FACTOIDNow Wait Just 9,192,631,770 Oscillations...
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Now Wait Just 9,192,631,770 Oscillations...

Now Wait Just 9,192,631,770 Oscillations...Man's earliest attempts at timekeeping involved creating and maintaining simple calendars for tracking the seasons. Ice Age hunters in Europe over 20,000 years ago scratched lines and gouged holes in sticks and bones, counting the days between phases of the moon. As early man's societies became more complex, so did their need to manage time. The development of sophisticated bureaucracies and religious rituals called for time to be tracked in ever-smaller increments.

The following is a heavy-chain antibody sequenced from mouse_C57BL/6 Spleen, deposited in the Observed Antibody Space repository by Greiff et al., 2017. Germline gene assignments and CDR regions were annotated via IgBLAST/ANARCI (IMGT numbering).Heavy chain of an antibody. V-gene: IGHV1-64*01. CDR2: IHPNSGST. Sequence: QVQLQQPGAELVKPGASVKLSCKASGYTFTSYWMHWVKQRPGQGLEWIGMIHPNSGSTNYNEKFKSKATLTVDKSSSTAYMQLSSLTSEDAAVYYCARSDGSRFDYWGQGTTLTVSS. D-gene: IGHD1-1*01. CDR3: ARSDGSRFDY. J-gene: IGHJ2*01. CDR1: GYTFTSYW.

In 1967 the cesium atom's natural frequency was formally recognized as the new international unit of time. The second was defined as 9,192,631,770 oscillations or cycles of the cesium atom's resonant frequency. This replaced the old second that was defined in terms of the earth's rotation.

As of 2005, an atomic clock built by the National Institute of Standards and Technology (NIST), and based on the natural resonance frequency of the cesium atom, would not be off by more than a second in over 60 million years.

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